May's Conservatives at Odds Over Brexit and Now Cannabis
(Bloomberg) -- Hopelessly divided over Brexit, Prime Minister Theresa May’s Conservatives are now also publicly arguing about the merits of legalizing marijuana for medical use.
On the eve of a key vote that could deliver May a humiliating loss in Parliament, the government is struggling to show unity on any number of issues, from how to fund a boost to the National Health Service to whether to review its approach to medicinal cannabis.
The latest controversy is over the confiscation of medicinal cannabis oil, banned in the U.K., to treat a 12-year-old boy with severe epilepsy. Following the high-profile case, Health Secretary Jeremy Hunt said it was time to look for “a different way” and Home Secretary Sajid Javid announced a review. Both men are flagged as potential future Tory leaders.
Javid told lawmakers on Tuesday that the current situation was not satisfactory and require a closer look at how cannabis oil is used for medical purposes: “Rules of this type cannot be changed overnight. They have to made on evidence.”
He also issued an emergency licence to allow Billy Caldwell, the sick child, to have cannabis oil for medical purpose. His intervention came after May was reported to have shut down a Cabinet discussion on the matter. Her spokesman said the government has no plans to legalize cannabis -- even for medicinal use.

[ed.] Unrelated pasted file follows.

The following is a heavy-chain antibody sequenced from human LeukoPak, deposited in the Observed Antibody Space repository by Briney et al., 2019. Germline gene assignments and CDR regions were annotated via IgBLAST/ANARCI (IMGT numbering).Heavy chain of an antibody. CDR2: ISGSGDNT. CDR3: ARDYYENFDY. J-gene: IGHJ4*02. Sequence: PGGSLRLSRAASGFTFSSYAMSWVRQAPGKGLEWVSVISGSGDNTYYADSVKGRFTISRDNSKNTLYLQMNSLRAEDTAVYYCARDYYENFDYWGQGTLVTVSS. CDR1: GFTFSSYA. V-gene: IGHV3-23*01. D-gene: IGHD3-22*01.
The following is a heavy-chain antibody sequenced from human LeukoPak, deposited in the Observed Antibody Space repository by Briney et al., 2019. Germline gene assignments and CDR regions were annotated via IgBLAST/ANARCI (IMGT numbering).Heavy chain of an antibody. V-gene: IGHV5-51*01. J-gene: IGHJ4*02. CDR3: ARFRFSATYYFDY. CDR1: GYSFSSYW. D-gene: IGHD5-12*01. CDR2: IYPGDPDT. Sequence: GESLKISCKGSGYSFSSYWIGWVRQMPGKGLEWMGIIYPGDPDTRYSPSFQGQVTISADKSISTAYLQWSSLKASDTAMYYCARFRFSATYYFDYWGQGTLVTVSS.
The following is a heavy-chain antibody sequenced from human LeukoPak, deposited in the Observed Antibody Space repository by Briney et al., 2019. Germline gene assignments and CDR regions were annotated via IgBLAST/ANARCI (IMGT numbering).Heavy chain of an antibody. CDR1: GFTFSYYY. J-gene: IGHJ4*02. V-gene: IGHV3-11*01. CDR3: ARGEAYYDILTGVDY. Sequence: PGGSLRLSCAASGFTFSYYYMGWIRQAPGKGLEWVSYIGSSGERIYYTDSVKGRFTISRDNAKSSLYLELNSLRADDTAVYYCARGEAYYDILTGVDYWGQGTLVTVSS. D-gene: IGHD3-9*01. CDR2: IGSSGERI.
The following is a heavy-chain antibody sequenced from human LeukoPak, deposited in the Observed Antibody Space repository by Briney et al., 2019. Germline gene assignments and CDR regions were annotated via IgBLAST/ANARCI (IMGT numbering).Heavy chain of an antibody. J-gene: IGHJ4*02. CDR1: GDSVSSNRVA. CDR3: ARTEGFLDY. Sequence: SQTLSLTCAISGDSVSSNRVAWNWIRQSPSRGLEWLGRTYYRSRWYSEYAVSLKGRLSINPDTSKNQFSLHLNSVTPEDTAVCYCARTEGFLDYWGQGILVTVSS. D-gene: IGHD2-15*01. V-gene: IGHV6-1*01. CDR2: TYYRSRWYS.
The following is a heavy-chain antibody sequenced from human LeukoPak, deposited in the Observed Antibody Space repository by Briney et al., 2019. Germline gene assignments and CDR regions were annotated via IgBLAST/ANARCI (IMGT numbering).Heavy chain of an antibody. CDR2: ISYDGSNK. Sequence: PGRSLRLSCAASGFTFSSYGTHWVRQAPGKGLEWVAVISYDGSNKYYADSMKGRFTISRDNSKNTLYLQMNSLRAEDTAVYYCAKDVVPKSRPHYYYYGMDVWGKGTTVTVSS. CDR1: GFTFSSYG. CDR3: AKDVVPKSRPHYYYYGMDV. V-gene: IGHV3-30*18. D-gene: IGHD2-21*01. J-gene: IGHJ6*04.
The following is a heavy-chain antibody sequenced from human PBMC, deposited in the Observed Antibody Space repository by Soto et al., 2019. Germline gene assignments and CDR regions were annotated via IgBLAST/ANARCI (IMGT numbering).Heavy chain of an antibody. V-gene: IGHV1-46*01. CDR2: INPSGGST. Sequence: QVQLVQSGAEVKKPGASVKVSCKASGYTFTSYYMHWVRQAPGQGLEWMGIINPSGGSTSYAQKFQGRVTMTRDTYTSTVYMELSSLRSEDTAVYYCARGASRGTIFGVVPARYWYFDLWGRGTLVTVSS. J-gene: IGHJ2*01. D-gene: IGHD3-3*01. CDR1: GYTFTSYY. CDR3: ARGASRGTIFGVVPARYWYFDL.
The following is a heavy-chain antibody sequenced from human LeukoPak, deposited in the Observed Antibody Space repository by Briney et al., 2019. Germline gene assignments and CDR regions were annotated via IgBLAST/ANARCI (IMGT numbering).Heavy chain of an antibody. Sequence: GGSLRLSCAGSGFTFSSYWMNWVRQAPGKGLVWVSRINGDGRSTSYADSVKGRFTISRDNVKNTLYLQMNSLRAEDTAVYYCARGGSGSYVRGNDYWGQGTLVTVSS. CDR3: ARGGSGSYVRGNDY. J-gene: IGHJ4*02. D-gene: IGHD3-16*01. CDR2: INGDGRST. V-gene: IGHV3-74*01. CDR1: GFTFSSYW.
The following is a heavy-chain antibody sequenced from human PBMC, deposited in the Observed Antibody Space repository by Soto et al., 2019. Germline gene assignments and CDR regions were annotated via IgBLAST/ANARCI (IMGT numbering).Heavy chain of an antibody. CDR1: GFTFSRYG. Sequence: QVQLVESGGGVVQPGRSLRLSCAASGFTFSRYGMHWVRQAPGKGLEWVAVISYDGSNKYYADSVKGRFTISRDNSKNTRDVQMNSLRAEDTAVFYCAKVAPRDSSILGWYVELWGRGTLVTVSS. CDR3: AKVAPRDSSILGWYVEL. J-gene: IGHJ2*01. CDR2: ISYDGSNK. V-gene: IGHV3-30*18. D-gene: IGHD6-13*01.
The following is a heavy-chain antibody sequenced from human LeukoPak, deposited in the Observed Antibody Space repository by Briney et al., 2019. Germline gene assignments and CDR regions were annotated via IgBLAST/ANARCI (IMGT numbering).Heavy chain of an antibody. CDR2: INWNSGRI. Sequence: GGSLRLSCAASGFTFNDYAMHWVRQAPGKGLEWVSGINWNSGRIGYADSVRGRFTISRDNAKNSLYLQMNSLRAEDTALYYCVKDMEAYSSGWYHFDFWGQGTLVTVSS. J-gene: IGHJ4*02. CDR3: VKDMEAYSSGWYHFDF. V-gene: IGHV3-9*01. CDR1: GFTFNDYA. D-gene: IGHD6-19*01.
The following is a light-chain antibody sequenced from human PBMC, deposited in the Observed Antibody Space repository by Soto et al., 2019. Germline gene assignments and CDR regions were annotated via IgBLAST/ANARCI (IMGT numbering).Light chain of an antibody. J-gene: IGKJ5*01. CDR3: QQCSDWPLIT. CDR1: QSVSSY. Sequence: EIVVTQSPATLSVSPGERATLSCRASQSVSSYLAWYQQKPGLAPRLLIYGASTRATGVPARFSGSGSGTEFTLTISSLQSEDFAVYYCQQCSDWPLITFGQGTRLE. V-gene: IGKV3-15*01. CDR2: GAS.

Since promoting Javid in April, he has been determined to show his independence of his boss. He has sided with the pro-Brexit faction in her Cabinet committee on future customs arrangements with the bloc. In his first keynote speech as home secretary, Javid struck a conciliatory note with the police, a marked contrast to May’s combative approach.
Former Conservative leader William Hague angered May’s office by writing in the Daily Telegraph newspaper that her government should legalize cannabis and create a regulated market for its sale. Currently the penalty for possession of the drug is five years in jail and for supplying it 14 years.
The ready availability of illegal cannabis on Britain’s streets showed that any war on the drug had been “comprehensively and irreversibly lost,” he wrote.
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